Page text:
Anatomy Of An Autonomous Vehicle Crash
By Ann Steffora Mutschler, Semiconductor Engineering
Accidents happen, but with self-driving cars a crash is only the beginning.
How all the pieces go together for traceability isn’t entirely in focus, though. Automotive OEMs are still trying to figure out what it means, how they are supposed to deploy this technology, and what it involves, observed Raik Brinkmann, president and CEO of OneSpin Solutions. “I have attended a few meetings at big car companies where people are discussing the methodologies of designing autonomous vehicles. Many of these companies are still in experimental stages and trying different things, so they are just beginning to understand the implications that it will have.”
One non-negotiable item is that safety has to be designed in, and according to the ISO 26262 standard, the way to approach functional safety from the chip level is a pretty well-known and well-established procedure, he said. “But when it comes to higher-level functions, like autonomous functions and machine learning-based decision making, engineers still have to learn how to translate those concepts and learn how to actually implement functional safety in these areas. This is something where people still are on a learning curve and experimenting with different approaches.”
Traceability is not just about semiconductors. It stretches back to design tools used to create those semiconductors. For this reason, there is a huge effort underway by tool providers to make sure their design and verification tool flows are certified by internationally-recognized testing body TÜV SÜD.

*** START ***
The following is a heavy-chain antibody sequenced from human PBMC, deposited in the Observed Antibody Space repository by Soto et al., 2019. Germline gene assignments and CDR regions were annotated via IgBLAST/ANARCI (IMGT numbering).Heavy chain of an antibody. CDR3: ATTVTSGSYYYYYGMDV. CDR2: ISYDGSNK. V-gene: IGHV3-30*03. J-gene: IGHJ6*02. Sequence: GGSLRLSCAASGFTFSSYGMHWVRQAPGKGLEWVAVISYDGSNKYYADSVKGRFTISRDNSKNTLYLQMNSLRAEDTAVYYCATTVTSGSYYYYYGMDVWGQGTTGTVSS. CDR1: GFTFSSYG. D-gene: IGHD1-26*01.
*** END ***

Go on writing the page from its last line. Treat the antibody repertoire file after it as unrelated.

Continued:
Joerg Grosse, product manager for functional safety at OneSpin, explained that while OneSpin’s customers may be the semiconductor companies, which are considered Tier 2 suppliers in the automotive ecosystem, they are getting a lot of requirements from the OEMs and Tier 1 suppliers to provide evidence that they did a good job during development of the ICs.
The ISO 26262 standard is also specific about this and includes the requirement to qualify the design and verification flow, he said. “It’s mostly about the flow rather than the individual tools. You always have to consider the tool inside the flow. What does it read? What does it write? Is the tool specifically certified? And is it certified for a given use case or within bounds similar to having a safety manual for your refrigerator or any other appliance?”